Restaurant Review: Santino’s Little Italy is a Bay View Pearl

Santino’s Little Italy is as serious about the ambiance as it is about the pies.

The film Moonstruck could not be a more appropriate choice for a starry, frigid-though-windless night at the shadowy Bay View hideaway Santino’s Little Italy. On the flat screen TVs, that is. Cher and Nicolas Cage (with a wooden hand!) make googly eyes at each other amid the backdrop of Brooklyn Heights brownstones.

Sadly, the Puccini-et-al soundtrack is on mute. But there’s Connie Francis and Dean Martin on the stereo, and plenty of atmosphere in this turn-of-the-century building. “It’s the place to go if you’re on the lam,” says co-owner Greg Huber of this 2-year-old pizzeria. Exactly.

Santino’s Little Italy. Photo by Chris Kessler.

If I were on the run, say, from the heat, I’d think of Santino’s Bocce Ball appetizer – a 10-ounce meatball in marinara and melted mozz, and speared with a skewer of kalamata olives ($11) – as a meal worth risking my freedom. Really! It’s delicate and tender from packing the ground beef, pork and veal balls ever so gently. This comforting Italian-immigrant dish is one of the items co-owner Santo Galati knew needed to be on the menu. It was Huber’s idea to make it the size of the metal balls used in Italian bocce. Bada-boom! It was an instant menu hit.

The partners’ love of Italian food isn’t limited to old-school Italian-American classics, though the menu has them (like baskets of crisp-supple fried calamari with the sweet dipping sugo, $10, and a well-executed pasta carbonara in lightly smoky cream sauce, $15).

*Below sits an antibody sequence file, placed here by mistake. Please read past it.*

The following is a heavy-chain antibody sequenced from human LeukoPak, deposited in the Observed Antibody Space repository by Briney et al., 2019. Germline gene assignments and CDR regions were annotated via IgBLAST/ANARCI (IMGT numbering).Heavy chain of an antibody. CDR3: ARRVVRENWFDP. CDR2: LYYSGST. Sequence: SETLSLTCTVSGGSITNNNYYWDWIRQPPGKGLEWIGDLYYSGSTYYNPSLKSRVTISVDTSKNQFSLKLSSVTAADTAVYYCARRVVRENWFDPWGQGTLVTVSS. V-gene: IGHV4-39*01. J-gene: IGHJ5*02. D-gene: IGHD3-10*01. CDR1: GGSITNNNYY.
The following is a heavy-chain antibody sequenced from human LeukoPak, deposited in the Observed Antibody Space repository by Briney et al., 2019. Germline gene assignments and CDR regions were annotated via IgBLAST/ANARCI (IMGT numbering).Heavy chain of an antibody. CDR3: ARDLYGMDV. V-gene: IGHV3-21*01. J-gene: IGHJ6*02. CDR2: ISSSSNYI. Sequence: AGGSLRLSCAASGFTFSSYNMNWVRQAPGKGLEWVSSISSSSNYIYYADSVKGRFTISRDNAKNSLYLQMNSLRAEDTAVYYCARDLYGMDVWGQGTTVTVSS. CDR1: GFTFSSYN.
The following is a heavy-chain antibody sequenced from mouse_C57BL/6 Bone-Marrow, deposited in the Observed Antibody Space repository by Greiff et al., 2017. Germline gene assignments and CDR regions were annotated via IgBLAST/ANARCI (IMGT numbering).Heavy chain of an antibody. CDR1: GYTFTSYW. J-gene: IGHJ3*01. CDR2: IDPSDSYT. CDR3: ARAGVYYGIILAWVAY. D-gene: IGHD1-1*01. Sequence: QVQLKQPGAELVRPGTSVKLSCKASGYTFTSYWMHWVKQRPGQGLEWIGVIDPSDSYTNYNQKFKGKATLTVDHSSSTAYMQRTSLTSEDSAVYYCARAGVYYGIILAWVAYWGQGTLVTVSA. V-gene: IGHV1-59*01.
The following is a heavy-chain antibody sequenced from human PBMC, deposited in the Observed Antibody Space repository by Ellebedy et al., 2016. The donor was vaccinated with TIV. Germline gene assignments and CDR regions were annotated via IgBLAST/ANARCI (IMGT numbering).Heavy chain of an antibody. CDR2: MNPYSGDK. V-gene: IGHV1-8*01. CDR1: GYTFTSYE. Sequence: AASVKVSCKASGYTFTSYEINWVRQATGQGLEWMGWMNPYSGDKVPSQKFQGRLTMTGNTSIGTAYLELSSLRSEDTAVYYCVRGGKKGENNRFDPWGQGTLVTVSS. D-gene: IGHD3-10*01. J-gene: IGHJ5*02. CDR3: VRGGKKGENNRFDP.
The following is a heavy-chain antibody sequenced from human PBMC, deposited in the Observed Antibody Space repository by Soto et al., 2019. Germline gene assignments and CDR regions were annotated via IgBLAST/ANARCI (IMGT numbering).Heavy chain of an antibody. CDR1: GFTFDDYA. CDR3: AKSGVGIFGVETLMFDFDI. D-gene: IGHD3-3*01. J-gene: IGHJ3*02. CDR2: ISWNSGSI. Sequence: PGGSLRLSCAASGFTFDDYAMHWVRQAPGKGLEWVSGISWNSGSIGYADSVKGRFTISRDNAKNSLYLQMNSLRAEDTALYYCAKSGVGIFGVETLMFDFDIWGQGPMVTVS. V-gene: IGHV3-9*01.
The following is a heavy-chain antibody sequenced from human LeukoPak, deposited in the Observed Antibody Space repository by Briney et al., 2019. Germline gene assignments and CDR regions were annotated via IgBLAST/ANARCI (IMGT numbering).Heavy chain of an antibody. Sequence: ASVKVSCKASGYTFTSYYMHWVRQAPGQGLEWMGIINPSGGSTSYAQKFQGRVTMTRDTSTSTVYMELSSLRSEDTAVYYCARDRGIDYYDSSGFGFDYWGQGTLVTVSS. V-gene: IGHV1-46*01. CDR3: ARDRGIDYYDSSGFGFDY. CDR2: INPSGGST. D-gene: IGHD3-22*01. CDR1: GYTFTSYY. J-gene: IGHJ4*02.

They also love the charred, pillowy, chewy crust pizzas originating in Naples, Italy. So does their chef, Vasyl Lemberskyy, the former pizziolo at Transfer on First and Mitchell. Huber and Galati invested in a 6,000-pound, Italian-made Forno Bravo wood-burning oven, which required a forklift and the removal of a wall to get it in the building.

The 12-inch pizzas, baked over cherry wood and oak, are good. The blend of pesto and tomato sauce and spicy Italian sausage in the Paisano ($16) is bold and zesty. I also like the salty Italian ham that defines the Capricciosa ($17), also topped with black olives, mushrooms, artichokes and Grande whole-milk mozzarella.

But pizza – plus a few more Italian odds and ends – isn’t the end of the story here. Galati and Huber like to make a good final impression. That explains and justifies Mama Galati’s Italian cookies ($7) – a dessert plate of crunchy, sweet hand-formed and cookie-pressed beauties baked by Galati’s sisters. The last face you’ll see before pushing the door open into the quiet street is one of the owners’, wishing you good night. An old-school touch that makes this hideaway a little Bay View pearl.

Santino’s Little Italy

352 E. Stewart St., 414-897-7367
Dinner, Tues-Sun
Pizzas, pastas; $11-$18
Attentive, quick, knowledgeable

“Pizza Italiano” appears in the February 2019 issue of Milwaukee Magazine.

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Ann Christenson has covered dining for Milwaukee Magazine since 1997. She was raised on a diet of casseroles that started with a pound of ground beef and a can of Campbell's soup. Feel free to share any casserole recipes with her.